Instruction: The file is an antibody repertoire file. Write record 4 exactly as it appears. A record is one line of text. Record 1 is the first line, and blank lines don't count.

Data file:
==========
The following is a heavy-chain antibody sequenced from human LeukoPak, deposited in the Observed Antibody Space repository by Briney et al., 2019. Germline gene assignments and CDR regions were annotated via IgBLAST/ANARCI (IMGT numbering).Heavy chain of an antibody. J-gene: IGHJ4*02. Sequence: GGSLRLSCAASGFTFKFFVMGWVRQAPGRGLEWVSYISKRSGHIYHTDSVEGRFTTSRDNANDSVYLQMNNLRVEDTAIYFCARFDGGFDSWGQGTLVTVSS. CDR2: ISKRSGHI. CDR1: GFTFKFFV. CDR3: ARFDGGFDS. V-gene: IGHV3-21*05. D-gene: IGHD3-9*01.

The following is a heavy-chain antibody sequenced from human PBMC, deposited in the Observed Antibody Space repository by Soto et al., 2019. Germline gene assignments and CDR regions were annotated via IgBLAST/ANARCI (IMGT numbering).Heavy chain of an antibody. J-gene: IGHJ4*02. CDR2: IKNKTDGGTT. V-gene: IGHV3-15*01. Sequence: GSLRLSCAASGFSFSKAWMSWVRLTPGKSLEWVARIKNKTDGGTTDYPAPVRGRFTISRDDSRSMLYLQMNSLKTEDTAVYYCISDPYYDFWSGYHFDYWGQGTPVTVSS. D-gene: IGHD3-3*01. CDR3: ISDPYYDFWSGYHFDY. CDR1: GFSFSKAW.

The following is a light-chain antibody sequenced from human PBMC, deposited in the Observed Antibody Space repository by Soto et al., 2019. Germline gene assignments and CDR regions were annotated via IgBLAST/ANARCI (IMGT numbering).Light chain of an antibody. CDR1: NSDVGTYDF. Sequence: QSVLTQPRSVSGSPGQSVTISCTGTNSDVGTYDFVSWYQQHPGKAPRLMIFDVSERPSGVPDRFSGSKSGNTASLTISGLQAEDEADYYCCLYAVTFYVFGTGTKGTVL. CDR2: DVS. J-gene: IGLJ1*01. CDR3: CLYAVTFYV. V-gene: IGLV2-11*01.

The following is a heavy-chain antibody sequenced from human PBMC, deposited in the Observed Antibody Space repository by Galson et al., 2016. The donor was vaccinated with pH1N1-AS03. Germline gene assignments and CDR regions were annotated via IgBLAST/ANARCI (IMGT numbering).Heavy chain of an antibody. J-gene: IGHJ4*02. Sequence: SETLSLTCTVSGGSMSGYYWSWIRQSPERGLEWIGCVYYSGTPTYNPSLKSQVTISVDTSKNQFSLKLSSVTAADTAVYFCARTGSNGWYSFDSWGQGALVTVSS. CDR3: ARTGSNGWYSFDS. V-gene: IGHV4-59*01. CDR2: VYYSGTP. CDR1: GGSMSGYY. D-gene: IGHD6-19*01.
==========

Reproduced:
The following is a heavy-chain antibody sequenced from human PBMC, deposited in the Observed Antibody Space repository by Galson et al., 2016. The donor was vaccinated with pH1N1-AS03. Germline gene assignments and CDR regions were annotated via IgBLAST/ANARCI (IMGT numbering).Heavy chain of an antibody. J-gene: IGHJ4*02. Sequence: SETLSLTCTVSGGSMSGYYWSWIRQSPERGLEWIGCVYYSGTPTYNPSLKSQVTISVDTSKNQFSLKLSSVTAADTAVYFCARTGSNGWYSFDSWGQGALVTVSS. CDR3: ARTGSNGWYSFDS. V-gene: IGHV4-59*01. CDR2: VYYSGTP. CDR1: GGSMSGYY. D-gene: IGHD6-19*01.